Intensely emotional, with lying gods, and uncertain enemies, Hall of Smoke by H.M. Long is an extraordinary adventure with a badass female main character tasked with completing a seemingly impossible mission while still mourning the loss of her people.
Graphic: violence, death, grief. Moderate: animal death, genocide, rape. Minor: slavery. See the full list here.
Hessa is an Eangi: a warrior priestess of the Goddess of War, with the power to turn an enemy's bones to dust with a scream. Banished for disobeying her goddess's command to murder a traveller, she prays for forgiveness alone on a mountainside.
While she is gone, raiders raze her village and obliterate the Eangi priesthood. Grieving and alone, Hessa - the last Eangi - must find the traveller and atone for her weakness and secure her place with her loved ones in the High Halls. As clans from the north and legionaries from the south tear through her homeland, slaughtering everyone in their path Hessa strives to win back her goddess' favour.
Beset by zealot soldiers, deceitful gods, and newly-awakened demons at every turn, Hessa burns her path towards redemption and revenge. But her journey reveals a harrowing truth: the gods are dying and the High Halls of the afterlife are fading. Soon Hessa's trust in her goddess weakens with every unheeded prayer.
Thrust into a battle between the gods of the Old World and the New, Hessa realizes there is far more on the line than securing a life beyond her own death. Bigger, older powers slumber beneath the surface of her world. And they're about to wake up. (Source)
When a main character is as skilled and as powerful as Hessa, it can be difficult to build in flaws and faults. It's something I struggle with when writing my own characters. If she's the best, who can best her?
But author Hannah Long has taken the worldview that Hessa holds and spun it on it's head. She believes herself to be part of the strongest warriors in her world - and this is true - until she learns how big the world truly is. She is a main character that loses everything she's ever loved, is then tasked with a mission she doesn't understand, and is left to navigate a world that was larger than she ever imagined. Hessa is a complex, unique individual that demonstrates an honest representation of humanity: she is not without faults, she knows joy and grief, loyalty and betrayal, she only knows what she knows, and cannot know what she doesn't.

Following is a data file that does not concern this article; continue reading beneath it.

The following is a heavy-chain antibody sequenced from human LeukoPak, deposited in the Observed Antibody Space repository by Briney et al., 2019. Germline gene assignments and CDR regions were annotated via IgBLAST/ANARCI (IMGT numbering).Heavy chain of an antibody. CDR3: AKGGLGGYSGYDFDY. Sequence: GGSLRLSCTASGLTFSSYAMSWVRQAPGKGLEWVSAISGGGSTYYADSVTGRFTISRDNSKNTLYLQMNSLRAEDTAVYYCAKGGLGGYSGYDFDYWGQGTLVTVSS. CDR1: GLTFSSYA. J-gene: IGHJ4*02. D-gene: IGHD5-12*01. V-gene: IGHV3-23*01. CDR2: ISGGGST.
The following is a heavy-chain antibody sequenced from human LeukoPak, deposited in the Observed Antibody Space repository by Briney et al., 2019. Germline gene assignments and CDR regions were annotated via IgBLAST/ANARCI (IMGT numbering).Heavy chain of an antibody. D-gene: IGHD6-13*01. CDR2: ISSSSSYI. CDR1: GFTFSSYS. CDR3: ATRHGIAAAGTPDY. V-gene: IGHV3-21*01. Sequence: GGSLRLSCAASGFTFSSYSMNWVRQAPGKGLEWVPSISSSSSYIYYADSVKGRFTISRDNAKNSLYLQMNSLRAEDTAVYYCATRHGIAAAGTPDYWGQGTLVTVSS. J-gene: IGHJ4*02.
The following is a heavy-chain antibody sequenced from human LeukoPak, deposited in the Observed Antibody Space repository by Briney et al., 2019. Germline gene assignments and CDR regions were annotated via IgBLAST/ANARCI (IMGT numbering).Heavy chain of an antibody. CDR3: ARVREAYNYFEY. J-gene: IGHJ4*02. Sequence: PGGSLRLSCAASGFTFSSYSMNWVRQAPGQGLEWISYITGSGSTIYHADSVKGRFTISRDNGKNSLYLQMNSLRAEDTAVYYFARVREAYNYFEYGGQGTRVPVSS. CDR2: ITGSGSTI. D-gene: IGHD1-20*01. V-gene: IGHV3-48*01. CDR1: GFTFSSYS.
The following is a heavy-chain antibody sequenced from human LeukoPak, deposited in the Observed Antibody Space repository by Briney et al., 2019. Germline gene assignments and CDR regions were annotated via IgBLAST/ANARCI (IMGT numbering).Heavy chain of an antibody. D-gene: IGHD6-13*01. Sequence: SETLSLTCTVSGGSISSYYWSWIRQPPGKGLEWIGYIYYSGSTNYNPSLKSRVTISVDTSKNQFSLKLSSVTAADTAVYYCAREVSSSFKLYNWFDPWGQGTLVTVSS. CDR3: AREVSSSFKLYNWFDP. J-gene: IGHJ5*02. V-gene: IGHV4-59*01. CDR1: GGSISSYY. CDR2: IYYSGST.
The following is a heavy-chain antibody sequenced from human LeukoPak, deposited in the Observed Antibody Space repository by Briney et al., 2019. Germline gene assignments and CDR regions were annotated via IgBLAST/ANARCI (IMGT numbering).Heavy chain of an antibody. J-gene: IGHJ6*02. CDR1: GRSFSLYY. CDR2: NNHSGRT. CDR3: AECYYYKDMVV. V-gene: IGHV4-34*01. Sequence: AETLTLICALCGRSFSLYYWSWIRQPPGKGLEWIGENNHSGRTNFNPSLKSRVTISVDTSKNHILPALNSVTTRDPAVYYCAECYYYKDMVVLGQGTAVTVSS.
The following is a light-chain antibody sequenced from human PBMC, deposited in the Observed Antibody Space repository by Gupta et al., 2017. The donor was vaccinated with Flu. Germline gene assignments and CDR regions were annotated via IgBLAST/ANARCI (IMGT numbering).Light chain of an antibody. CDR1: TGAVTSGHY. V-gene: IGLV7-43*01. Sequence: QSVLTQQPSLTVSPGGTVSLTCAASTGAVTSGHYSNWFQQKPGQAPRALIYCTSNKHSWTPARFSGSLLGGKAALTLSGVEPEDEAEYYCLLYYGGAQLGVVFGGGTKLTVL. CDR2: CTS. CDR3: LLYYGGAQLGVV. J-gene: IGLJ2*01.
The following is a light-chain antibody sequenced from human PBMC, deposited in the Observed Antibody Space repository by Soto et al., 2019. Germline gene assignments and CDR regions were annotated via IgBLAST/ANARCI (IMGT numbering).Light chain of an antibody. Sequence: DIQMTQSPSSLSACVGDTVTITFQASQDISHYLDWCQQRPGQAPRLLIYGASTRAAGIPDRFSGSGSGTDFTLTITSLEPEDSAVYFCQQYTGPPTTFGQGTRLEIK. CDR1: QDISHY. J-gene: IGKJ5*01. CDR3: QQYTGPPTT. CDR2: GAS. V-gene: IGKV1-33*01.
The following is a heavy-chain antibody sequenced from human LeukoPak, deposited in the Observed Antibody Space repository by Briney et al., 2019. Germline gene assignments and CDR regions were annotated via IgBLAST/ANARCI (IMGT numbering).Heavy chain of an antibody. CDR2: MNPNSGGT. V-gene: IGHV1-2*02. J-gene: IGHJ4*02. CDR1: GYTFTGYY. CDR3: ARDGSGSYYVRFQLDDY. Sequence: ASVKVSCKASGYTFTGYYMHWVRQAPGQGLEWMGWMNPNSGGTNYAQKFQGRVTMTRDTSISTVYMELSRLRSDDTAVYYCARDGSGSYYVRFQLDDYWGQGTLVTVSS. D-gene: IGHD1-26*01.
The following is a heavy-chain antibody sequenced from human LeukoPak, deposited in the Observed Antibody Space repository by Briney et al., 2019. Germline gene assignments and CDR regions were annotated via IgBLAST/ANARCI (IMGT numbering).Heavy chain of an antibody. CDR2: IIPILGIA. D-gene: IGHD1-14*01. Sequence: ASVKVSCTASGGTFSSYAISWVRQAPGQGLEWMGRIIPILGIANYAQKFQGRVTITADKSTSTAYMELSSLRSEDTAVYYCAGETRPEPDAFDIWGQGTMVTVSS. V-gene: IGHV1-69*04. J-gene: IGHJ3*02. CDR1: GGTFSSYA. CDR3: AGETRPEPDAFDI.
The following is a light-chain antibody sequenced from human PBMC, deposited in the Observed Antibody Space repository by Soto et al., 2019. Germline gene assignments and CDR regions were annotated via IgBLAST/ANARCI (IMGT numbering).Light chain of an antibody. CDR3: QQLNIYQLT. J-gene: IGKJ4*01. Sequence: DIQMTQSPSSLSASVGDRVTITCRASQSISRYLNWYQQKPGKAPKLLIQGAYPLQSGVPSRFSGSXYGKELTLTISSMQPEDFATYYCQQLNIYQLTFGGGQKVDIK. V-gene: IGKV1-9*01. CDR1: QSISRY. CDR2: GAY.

Long is not the first author to accomplish this, of course, but she is the first one I've seen that's tackled the inner workings of what makes a character real and succeeded beyond expectations in a debut novel.
Friends and Enemies
One of the most interesting pieces of this story is Hessa's somewhat unreliable narration. Hall of Smoke left me guessing who Hessa could really trust all the way to the end of the book. Hessa encounters many people on her journey and just as she questions who she can really trust, I, as a reader, was questioning everyone's motives along with her. This is a story where nothing is as it seems.
Magic and Religion
Reading anything inspired by mythology, whether that be Greek, or Norse, like Hall of Smoke, I find the choices and actions of the Gods are written off or downplayed. Long, however, took the absurdity and jealousy of the gods and ran with it.
The Gods of the New World have human forms and can, in fact, die. The Gods of the Old World do not. Eang - Hessa's goddess - only ever succeeded in trapping the Old Gods. Of course, this is where the story unfolds and chaos ensues. However, I think Long's portrayal of magic and how interconnected it is with religion and worship is fascinating and rather believable for a fantasy novel. I don't want to give too much away as reading this book is quite the experience, but I adored how all the little pieces started slotting together by the end, how past choices influenced present events, and present choices were foreshadowed to influence future events for the second book.
Like many fantasy novels, the first third to half of the book can be slow and difficult to get into, but it is more than worth the wait. I also have no idea when I will get to the sequel, Temple of No God, but it is definitely on the TBR list. Either way, Hall of Smoke, lives up to the hype and I will always support fellow Canadian writers.